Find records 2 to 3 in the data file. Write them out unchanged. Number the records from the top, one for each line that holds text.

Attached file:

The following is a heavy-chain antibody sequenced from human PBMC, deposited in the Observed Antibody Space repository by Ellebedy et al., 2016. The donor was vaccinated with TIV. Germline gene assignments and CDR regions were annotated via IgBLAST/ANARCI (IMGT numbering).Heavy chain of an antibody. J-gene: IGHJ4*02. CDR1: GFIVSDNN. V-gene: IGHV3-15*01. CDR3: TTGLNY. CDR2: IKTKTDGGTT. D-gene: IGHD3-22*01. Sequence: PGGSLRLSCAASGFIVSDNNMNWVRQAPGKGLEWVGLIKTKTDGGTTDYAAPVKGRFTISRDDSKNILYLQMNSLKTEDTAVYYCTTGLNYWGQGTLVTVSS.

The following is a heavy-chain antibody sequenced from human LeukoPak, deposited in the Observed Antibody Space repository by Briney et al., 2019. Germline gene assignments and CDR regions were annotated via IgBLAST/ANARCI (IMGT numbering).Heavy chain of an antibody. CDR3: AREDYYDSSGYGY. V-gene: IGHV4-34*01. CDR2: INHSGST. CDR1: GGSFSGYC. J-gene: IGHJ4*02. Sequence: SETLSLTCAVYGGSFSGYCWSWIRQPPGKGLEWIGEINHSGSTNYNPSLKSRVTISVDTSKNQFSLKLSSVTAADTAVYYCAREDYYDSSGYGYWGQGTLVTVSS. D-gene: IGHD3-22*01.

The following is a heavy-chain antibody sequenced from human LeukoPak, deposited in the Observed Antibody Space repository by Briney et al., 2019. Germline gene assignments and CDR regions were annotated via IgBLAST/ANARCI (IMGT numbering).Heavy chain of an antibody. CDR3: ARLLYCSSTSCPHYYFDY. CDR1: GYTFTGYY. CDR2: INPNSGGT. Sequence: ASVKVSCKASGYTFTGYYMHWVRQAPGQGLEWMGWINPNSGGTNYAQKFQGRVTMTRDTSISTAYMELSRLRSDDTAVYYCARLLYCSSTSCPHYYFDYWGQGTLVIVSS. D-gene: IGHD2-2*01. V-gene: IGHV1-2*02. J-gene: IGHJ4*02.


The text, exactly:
The following is a heavy-chain antibody sequenced from human LeukoPak, deposited in the Observed Antibody Space repository by Briney et al., 2019. Germline gene assignments and CDR regions were annotated via IgBLAST/ANARCI (IMGT numbering).Heavy chain of an antibody. CDR3: AREDYYDSSGYGY. V-gene: IGHV4-34*01. CDR2: INHSGST. CDR1: GGSFSGYC. J-gene: IGHJ4*02. Sequence: SETLSLTCAVYGGSFSGYCWSWIRQPPGKGLEWIGEINHSGSTNYNPSLKSRVTISVDTSKNQFSLKLSSVTAADTAVYYCAREDYYDSSGYGYWGQGTLVTVSS. D-gene: IGHD3-22*01.

The following is a heavy-chain antibody sequenced from human LeukoPak, deposited in the Observed Antibody Space repository by Briney et al., 2019. Germline gene assignments and CDR regions were annotated via IgBLAST/ANARCI (IMGT numbering).Heavy chain of an antibody. CDR3: ARLLYCSSTSCPHYYFDY. CDR1: GYTFTGYY. CDR2: INPNSGGT. Sequence: ASVKVSCKASGYTFTGYYMHWVRQAPGQGLEWMGWINPNSGGTNYAQKFQGRVTMTRDTSISTAYMELSRLRSDDTAVYYCARLLYCSSTSCPHYYFDYWGQGTLVIVSS. D-gene: IGHD2-2*01. V-gene: IGHV1-2*02. J-gene: IGHJ4*02.